Vulcain had been working on a wrist watch alarm since 1942 and aimed to solve the problems of previous attempts. Instead of comprising on the alarms length by using only one mainspring, Vulcain fitted a separate spring in the movement that would solely power the alarm and by rotating the crown in different directions, the winding stem would switch between the different barrels instantly.
To increase the volume of the alarm, the hammer would strike a pin connected to a metal membrane that would act as a resonator. This membrane was covered by an outer case with sound holes, similar to that on a cello, that allowed the sound to escape. A pusher at 2 o'clock would allow the user to stop the alarm once they were alerted, rather than letting it run down. The watch was called the Vulcain Cricket as the hammer would strike up to 1300 times in just 25 seconds to create a very distinctive mechanical chirping sound.
Released in 1947, the Cricket became a huge success with Vulcain releasing several variations over the years such as the Golden Voice, a smaller watch made for women with a gold membrane that maintained excellent sound despite a smaller size. The new Caliber 401 released in 1958 added a date and subsidiary seconds but was never as popular as the addition of the date window meant there was no room for a second barrel which decreased the alarm time and increased the cost.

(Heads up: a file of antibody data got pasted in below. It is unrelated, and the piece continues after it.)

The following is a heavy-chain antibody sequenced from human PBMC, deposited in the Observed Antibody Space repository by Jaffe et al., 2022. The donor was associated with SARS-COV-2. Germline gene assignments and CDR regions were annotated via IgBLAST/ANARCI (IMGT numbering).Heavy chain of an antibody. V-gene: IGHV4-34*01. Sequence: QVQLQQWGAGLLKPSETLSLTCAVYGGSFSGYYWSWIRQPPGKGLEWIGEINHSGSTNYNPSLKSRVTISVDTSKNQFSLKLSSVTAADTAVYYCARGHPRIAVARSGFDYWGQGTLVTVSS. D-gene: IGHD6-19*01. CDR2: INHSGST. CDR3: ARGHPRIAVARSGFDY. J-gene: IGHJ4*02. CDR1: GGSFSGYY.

The Presidents Connection
In January 1953 the Chairman of the White House Press Photographer's presented Harry S. Truman a Vulcain Cricket. This marked the beginning of a tradition which continued right up to President Bill Clinton. In 1956 during a press conference the Vulcain Cricket of Dwight D. Eisenhower sounded it's alarm for everyone to hear. This led to a new advertising slogan: "Do as Ike does!"
See The Vulcain Cricket and The President for more information.
The Divers Model
The Nautical Cricket was introduced in 1961 as a true diver's instrument, taking the functionality of the mechanical alarm a step further with the addition of decompression tables built right into the dial. It was designed with the help of diver Hannes Keller who, at the time, held the record for deepest dive (222 meters). The 16 holes in the case back meant the alarm was audible even at these depths. All this to minimize risk to the diver who did not have access to the kinds of diver computers their contemporaries enjoy today. For more information on The Divers Version see Vulcain Cricket Nautical.